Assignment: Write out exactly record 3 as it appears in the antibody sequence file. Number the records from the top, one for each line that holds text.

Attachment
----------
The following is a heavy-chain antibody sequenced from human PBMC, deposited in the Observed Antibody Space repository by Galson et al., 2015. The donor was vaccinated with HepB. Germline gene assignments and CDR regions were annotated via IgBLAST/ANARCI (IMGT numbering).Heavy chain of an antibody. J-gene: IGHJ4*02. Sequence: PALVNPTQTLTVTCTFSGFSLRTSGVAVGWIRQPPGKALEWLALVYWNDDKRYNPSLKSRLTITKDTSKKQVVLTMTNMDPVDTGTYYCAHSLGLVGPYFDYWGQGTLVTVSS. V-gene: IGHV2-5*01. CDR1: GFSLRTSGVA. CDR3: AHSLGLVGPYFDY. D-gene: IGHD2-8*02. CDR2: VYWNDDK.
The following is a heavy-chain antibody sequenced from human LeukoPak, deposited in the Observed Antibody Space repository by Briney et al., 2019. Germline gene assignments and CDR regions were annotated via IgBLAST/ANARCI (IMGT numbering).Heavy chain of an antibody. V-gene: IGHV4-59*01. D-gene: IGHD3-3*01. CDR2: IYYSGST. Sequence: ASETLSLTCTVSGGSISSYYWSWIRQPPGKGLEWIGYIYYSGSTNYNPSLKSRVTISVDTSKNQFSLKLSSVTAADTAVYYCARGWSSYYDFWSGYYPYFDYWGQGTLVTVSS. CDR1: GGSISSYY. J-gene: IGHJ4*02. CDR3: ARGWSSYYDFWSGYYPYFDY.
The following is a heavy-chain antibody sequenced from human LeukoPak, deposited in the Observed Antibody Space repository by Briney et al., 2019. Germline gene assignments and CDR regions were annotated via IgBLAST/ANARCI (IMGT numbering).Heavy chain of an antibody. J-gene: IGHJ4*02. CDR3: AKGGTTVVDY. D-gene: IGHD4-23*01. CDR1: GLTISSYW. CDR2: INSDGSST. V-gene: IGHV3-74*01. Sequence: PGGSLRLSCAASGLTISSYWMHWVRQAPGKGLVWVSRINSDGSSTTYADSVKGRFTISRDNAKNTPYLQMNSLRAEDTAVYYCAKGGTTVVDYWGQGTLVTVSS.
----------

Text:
The following is a heavy-chain antibody sequenced from human LeukoPak, deposited in the Observed Antibody Space repository by Briney et al., 2019. Germline gene assignments and CDR regions were annotated via IgBLAST/ANARCI (IMGT numbering).Heavy chain of an antibody. J-gene: IGHJ4*02. CDR3: AKGGTTVVDY. D-gene: IGHD4-23*01. CDR1: GLTISSYW. CDR2: INSDGSST. V-gene: IGHV3-74*01. Sequence: PGGSLRLSCAASGLTISSYWMHWVRQAPGKGLVWVSRINSDGSSTTYADSVKGRFTISRDNAKNTPYLQMNSLRAEDTAVYYCAKGGTTVVDYWGQGTLVTVSS.